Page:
The flintlock or firelock musket is one of the truly iconic weapons in history: first used on the battlefields of the Thirty Years' War and the English Civil War, it was carried by both sides at Bunker Hill, Waterloo and the Alamo, and can truly be said to have dominated warfare for more than 150 years, until the advent of cartridge ammunition and breechloading weapons in the 1840s and 1850s and were still being widely used as late as the American Civil War in the 1860s.
During the 18th century flintlocks tended to follow one of two basic patterns: from 1722 the British .75-calibre model, the 'Brown Bess', offered better man-stopping qualities and influenced the Prussians and others, while from 1717 the lighter, handier but more sturdy French .69-calibre Charleville served as a pattern first for the other Bourbon kingdoms such as Spain, then the American Springfield family of weapons, and finally for just about everybody else in Europe during the Napoleonic era.
Featuring specially commissioned full-colour artwork, this engaging study examines the role played by the flintlock in close-order combat on European and other battlefields, employing first-hand accounts to show how tactical doctrines were successfully developed to overcome the weapon's inherent limitations; it also explores the use of the flintlock musket by individuals in irregular warfare, chiefly in North America. These two threads are combined in an analysis of the weapon's lasting impact; notwithstanding its frequently negative portrayal in popular films and otherwise respectable histories, it was extremely effective and the first truly universal soldier's weapon.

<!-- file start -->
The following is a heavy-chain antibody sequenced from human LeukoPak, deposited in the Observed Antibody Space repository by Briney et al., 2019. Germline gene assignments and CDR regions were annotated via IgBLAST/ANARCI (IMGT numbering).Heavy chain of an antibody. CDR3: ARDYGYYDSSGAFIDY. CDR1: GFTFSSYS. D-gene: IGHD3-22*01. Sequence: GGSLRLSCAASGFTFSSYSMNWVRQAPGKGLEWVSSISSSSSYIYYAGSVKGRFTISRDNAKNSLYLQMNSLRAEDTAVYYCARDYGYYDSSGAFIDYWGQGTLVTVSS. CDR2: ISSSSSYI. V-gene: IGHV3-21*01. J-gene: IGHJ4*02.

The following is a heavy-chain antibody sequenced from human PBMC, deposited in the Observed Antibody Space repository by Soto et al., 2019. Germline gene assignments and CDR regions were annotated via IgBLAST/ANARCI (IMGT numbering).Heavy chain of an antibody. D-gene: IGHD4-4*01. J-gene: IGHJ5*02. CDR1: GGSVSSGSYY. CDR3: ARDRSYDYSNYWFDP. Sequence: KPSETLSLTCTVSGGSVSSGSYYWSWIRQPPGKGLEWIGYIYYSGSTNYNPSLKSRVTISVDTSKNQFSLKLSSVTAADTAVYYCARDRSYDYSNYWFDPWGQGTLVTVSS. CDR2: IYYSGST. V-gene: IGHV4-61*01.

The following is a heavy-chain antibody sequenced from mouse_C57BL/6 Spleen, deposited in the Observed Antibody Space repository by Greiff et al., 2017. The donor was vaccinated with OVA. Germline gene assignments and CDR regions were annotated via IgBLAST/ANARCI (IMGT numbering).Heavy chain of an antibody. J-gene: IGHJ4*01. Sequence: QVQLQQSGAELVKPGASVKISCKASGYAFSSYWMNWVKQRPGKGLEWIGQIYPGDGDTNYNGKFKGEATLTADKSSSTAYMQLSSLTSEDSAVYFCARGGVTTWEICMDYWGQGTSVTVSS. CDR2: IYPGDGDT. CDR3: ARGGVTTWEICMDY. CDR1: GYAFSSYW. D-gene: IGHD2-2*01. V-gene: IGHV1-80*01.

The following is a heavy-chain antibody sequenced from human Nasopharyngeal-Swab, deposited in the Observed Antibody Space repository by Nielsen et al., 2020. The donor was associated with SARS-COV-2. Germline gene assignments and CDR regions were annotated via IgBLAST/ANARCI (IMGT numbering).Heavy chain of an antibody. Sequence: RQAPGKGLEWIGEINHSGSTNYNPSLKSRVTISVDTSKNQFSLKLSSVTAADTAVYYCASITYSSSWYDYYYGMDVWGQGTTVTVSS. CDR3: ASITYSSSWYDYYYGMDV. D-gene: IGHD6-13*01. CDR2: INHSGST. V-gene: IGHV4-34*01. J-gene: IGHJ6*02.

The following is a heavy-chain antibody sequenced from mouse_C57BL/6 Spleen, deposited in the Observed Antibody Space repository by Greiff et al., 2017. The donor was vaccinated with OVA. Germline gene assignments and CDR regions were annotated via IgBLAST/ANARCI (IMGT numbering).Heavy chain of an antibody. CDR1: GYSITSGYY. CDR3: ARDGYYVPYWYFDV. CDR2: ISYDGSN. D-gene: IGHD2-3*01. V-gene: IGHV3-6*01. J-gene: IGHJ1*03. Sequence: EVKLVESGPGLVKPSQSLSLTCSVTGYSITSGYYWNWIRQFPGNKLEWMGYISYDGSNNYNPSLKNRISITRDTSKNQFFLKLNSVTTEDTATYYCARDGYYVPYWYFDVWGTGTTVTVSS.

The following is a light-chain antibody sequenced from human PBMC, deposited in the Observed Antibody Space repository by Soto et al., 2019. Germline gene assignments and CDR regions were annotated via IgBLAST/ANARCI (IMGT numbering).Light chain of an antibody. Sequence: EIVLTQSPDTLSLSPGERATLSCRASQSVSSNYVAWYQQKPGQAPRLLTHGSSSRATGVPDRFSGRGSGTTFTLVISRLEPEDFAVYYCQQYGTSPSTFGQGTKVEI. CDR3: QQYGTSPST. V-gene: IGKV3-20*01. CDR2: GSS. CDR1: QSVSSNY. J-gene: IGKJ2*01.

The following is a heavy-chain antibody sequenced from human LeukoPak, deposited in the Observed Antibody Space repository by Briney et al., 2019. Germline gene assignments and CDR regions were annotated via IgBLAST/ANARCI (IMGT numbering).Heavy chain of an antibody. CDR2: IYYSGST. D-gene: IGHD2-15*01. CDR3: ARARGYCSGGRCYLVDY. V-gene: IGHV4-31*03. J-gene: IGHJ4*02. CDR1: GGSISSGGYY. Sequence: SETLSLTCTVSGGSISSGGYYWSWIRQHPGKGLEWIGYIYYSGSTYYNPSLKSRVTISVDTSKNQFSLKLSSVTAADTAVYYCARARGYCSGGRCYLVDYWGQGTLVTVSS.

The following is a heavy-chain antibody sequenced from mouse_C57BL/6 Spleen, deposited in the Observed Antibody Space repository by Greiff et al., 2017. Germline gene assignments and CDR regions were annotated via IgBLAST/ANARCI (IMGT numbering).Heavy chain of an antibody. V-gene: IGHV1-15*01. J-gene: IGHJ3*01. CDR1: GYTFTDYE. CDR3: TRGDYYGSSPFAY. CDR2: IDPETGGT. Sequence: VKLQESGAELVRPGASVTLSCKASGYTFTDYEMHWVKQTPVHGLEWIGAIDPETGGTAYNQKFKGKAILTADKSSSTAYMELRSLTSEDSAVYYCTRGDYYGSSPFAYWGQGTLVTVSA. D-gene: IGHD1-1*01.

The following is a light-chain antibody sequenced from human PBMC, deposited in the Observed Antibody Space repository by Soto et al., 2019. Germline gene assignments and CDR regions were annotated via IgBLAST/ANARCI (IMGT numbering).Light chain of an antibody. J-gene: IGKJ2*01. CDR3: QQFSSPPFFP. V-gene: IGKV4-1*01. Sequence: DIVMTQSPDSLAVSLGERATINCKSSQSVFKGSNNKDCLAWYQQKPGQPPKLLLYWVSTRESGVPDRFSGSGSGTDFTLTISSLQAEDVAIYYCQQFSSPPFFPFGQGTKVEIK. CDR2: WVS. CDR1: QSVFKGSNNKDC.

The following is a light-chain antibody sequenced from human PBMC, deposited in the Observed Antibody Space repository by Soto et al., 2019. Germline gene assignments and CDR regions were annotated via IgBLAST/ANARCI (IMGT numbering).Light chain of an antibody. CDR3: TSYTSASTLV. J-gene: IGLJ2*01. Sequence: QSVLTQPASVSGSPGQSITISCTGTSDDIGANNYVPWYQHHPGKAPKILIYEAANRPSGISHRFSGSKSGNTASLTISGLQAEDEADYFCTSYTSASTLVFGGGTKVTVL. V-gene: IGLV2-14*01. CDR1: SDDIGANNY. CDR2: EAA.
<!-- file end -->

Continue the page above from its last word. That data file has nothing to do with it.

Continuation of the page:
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Stuart Reid was born in Aberdeen in 1954 and is married with two sons. He has worked as a librarian and a professional soldier and his main focus of interest lies in the 18th and 19th centuries. This interest stems from having ancestors who served in the British Army and the East India Company and who fought at Culloden, Bunker Hill and even in the Texas Revolution. His books for Osprey include highly acclaimed titles about King George's Army 1740-93 (Men-at-Arms 285, 289 and 292), and the British Redcoat 1740-1815 (Warrior 19 and 20). The author lives in Whitley Bay, UK.
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Buchbeschreibung Bloomsbury Publishing PLC Jan 2016, 2016. Taschenbuch. Buchzustand: Neu. Neuware - Featuring artwork, this study examines the role that the flintlock played in close-order combat on European and other battlefields around the world. This book shows how tactical doctrines were successfully developed to overcome the weapon's inherent limitations, and more. 80 pp. Englisch. Artikel-Nr. 9781472810953